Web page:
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Matching 700mA constant current driver to 20mA LEDs?

Hello all:

Ultimately I'm trying to drive upwards of 100 3mm white LEDs in an art project with dimming and a connection to 120v AC power (this is for a chandelier).

I've been playing around with some constant current IC driver like the Supertex CL2 as well as 5 and 12v power supplies but I've been looking for a dimmable solution with a small form factor. I picked up a Robertson constant current LED driver but it outputs at 700mA, I assume because it's intended for 1W or 3W LEDs needing the higher current.

Is there a circuit design that I can use like a current divider to drive smaller loads with this supply?

My current thinking is as follows:

1) I could simply load 35 parallel strings of LEDs since 700/20 = 35 (of an appropriate voltage drop probably between 9v-15v) and rely on the equivalent resistance of each string to act as a defacto current divider.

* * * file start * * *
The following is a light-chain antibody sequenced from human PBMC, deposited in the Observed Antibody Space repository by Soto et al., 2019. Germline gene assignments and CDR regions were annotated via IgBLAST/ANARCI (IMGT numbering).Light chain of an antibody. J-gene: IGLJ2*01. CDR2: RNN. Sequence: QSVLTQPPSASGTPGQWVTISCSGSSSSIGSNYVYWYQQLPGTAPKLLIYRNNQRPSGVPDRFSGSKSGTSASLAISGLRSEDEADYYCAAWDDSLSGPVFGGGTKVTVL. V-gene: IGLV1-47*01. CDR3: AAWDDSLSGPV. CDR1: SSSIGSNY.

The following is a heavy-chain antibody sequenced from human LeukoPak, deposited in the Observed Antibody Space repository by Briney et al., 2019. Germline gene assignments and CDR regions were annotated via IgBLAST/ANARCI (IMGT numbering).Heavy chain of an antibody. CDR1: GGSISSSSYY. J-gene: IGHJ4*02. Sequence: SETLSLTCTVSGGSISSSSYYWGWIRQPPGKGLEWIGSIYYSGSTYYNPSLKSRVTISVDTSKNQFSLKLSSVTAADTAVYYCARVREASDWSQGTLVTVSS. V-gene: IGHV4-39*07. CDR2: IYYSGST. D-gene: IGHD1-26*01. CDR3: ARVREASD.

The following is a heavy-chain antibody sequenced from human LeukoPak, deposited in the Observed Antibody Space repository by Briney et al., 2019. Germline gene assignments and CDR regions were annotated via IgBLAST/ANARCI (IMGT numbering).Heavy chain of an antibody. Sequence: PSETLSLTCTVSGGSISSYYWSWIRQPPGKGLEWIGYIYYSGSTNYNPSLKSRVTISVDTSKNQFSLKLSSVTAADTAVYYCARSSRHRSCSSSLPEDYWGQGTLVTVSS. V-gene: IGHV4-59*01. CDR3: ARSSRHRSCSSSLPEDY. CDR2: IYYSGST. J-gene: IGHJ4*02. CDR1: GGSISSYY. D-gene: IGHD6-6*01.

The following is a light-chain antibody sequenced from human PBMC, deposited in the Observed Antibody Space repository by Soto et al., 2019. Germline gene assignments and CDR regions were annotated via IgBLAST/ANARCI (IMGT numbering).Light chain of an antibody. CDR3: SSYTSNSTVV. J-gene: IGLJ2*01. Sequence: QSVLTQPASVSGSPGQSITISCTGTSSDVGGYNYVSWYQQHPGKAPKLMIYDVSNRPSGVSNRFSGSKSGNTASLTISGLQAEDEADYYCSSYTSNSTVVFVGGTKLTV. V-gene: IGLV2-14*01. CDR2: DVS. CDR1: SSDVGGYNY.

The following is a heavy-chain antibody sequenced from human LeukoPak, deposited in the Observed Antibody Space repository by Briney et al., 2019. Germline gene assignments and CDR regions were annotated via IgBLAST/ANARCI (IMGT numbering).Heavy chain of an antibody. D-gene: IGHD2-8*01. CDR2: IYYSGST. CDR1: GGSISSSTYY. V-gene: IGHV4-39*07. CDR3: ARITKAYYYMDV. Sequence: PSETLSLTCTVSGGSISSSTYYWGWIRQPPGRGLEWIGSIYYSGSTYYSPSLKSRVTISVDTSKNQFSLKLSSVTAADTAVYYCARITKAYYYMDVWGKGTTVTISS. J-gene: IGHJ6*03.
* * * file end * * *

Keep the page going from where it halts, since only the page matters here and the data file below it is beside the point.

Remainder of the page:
2) I could do the same thing but with an in series resistor of some value for each string, the constraint being that increasing the resistor will reduce the number of parallel strings and I may need relatively high wattage resistors if I'm driving 9+volts of LEDs on each string.
3) I could do a smaller parallel current divider, but I'm not confident in my math analyzing the ratios of the resistors to achieve this (for instance if I had only two parallel loads and one was drawing 20mA and the other the balance of 680mA the resistors would have to have the same (inverted) relationship i.e. 34:1...to say nothing of the wattage through the 680mA line, which might be as high as 6-8 watts depending on voltage. Is that right?

Are there any other clever solutions I'm not thinking of? Obviously I could buy a lower current driver (and I may ultimately)  but even the lower current options are at 350mA, so the same problem will exist at a smaller scale.